Bone Grafting

Bone grafting for dental implants.

Replacement teeth supported by dental implants function so well and last so long because, like natural teeth, they are securely anchored in the jawbone for maximum support. In order to benefit from this remarkable technology, however, you need to have enough tooth-supporting bone in your jaw to hold a dental implant in place. Unfortunately, after tooth loss, the surrounding bone almost always deteriorates — decreasing in width, height, and density — and this process starts immediately. The longer a tooth has been missing, the more the bone that used to surround it resorbs (melts away). If you want a dental implant but don't have enough bone to support it, can anything be done? Yes. Very often you can still get the replacement tooth you want, thanks to routine bone grafting procedures.

How It Works

Bone grafting, normally a minor surgical procedure done in the dental office, is used to build up new bone in the area of your jaw that used to hold teeth. A small incision is made in your gum to expose the bone beneath it, and then grafting material is added. Most often, the grafting material is processed bone that serves as a scaffold, around which your body will actually deposit new bone cells. The grafting material will eventually be absorbed by your body and replaced by your own new bone.

The grafting material needed can come from a variety of sources. Sometimes it comes from your own body. Very often, however, it is bone from an animal or human donor that is processed by a laboratory to make it sterile and safe. Grafting material can even be synthetic. It comes in a variety of forms: powder, granules, putty or even a gel that can be injected through a syringe.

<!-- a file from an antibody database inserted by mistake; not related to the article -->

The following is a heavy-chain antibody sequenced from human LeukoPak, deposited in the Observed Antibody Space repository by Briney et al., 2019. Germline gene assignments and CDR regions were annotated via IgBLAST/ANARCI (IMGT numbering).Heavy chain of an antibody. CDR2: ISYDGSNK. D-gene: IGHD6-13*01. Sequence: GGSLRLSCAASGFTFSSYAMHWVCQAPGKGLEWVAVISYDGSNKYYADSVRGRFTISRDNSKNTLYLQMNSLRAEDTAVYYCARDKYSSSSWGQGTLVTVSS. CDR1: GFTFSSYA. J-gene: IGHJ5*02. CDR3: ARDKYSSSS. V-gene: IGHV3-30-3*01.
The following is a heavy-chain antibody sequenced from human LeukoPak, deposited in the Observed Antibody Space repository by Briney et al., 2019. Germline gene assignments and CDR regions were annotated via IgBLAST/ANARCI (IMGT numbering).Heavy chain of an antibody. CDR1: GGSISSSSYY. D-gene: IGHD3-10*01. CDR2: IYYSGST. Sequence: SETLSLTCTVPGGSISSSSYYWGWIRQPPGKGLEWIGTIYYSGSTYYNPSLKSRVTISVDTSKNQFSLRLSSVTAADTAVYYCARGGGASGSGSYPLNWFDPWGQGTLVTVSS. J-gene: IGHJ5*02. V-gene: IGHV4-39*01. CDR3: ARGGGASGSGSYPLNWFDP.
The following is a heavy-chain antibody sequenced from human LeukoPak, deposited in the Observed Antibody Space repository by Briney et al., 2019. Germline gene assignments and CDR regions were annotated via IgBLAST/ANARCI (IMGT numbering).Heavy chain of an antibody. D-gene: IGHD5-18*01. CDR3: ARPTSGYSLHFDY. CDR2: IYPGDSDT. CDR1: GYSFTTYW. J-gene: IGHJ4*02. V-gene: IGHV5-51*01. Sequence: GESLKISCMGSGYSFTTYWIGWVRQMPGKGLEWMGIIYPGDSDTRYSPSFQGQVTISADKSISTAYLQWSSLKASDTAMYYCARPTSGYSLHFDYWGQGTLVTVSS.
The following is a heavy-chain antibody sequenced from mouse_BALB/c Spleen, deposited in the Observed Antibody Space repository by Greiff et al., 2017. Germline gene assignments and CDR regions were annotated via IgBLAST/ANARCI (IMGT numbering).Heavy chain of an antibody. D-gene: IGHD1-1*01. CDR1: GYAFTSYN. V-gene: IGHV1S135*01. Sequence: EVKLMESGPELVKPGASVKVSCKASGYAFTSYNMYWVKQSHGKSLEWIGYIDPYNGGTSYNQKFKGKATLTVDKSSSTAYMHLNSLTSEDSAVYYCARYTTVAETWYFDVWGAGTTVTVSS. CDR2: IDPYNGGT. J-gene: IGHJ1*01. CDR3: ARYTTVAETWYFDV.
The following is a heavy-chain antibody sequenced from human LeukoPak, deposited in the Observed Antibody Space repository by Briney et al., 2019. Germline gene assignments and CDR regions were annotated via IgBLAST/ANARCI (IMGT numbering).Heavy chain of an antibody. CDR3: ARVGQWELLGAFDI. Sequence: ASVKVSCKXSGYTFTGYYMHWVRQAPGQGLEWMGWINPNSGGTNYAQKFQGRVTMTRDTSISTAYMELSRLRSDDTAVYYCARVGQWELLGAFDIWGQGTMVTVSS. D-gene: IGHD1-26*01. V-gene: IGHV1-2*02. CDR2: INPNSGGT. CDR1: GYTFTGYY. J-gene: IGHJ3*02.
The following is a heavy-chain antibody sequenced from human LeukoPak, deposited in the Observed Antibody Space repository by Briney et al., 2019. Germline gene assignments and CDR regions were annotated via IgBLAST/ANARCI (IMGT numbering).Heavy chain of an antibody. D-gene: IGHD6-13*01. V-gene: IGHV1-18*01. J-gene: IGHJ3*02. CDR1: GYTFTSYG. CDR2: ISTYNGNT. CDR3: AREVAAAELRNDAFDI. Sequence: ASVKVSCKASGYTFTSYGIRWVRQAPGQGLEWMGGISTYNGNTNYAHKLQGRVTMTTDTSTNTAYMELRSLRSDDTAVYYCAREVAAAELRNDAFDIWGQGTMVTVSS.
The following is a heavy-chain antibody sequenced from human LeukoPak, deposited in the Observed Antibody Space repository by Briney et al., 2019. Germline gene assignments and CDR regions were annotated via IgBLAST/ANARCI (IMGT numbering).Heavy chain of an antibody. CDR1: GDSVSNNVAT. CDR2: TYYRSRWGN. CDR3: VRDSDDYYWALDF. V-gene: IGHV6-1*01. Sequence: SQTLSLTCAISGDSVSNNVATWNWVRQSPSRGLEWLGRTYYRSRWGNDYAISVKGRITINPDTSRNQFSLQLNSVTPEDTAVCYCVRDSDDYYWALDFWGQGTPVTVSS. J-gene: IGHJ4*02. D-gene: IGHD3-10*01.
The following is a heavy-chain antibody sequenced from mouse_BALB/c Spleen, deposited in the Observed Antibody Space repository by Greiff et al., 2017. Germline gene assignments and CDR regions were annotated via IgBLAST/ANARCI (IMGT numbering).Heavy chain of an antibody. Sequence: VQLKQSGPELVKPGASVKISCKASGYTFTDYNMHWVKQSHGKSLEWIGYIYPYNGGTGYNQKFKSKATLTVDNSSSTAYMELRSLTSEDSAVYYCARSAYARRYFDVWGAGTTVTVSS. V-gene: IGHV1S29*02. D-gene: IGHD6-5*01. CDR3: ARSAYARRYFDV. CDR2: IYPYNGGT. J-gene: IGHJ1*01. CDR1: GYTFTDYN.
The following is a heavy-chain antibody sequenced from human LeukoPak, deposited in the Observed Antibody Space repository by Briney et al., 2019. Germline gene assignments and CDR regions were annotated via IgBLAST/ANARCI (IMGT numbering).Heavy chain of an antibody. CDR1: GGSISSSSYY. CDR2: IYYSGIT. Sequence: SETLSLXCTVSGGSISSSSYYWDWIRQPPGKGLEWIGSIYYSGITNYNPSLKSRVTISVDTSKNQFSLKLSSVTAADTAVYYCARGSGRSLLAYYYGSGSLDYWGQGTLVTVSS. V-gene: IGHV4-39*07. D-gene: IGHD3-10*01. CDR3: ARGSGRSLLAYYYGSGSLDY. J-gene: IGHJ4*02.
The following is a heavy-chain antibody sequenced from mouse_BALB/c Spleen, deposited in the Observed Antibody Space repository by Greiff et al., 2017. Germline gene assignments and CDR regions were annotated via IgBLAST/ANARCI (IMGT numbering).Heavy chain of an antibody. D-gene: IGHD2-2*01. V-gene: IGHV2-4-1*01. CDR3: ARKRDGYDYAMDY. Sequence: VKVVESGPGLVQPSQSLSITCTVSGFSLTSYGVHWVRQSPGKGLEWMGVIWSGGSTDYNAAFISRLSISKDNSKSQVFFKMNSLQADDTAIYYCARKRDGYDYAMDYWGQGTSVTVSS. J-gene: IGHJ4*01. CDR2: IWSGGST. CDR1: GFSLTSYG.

Types of Bone Grafts

There are a variety of sources of bone grafting material used for preserving or augmenting bone for dental implants. All of these bone grafting materials are backed by significant research. They are processed (except autografts, which do not need processing) so that they are safe to use, eliminating the potential for rejection or disease transmission.

  • Autograft: If you are already familiar with the concept of bone grafting, an autograft is probably what you're thinking of: taking bone from one site in your body and moving it to another. This is the only type of bone graft that involves creating two surgical sites: the one from which the bone is harvested and the one where it is deposited.
  • Allograft: This refers to laboratory-processed human bone from a deceased donor that comes from a tissue bank.
  • Xenograft: This bone grafting material comes from an animal — usually a cow.
  • Alloplast: This type of graft uses synthetic (man-made) materials.

Sinus Grafting

The maxillary sinuses are behind your cheeks and above the upper teeth. Sinuses are empty space that has air in them. Some of the roots your upper teeth extend up into the maxillary sinuses. If an infection develops in a tooth, it can subsequently work into the maxillary sinus. When these upper teeth are then removed, there is bone loss and hopefully some bone separating the maxillary sinus and the mouth. The longer you go without teeth there, the more bone is lost. If you wear a denture or partial denture that accelerates the loss of bone. See the Story of Progressive Bone Loss under Patient Information. Dental implants need bone to hold them in place, and they, in turn, stimulate the bone so is remains stable. When the sinus wall is very thin, it is impossible to predictably place dental implants in this bone. Note, the floor of the sinus is the roof of the upper jaw.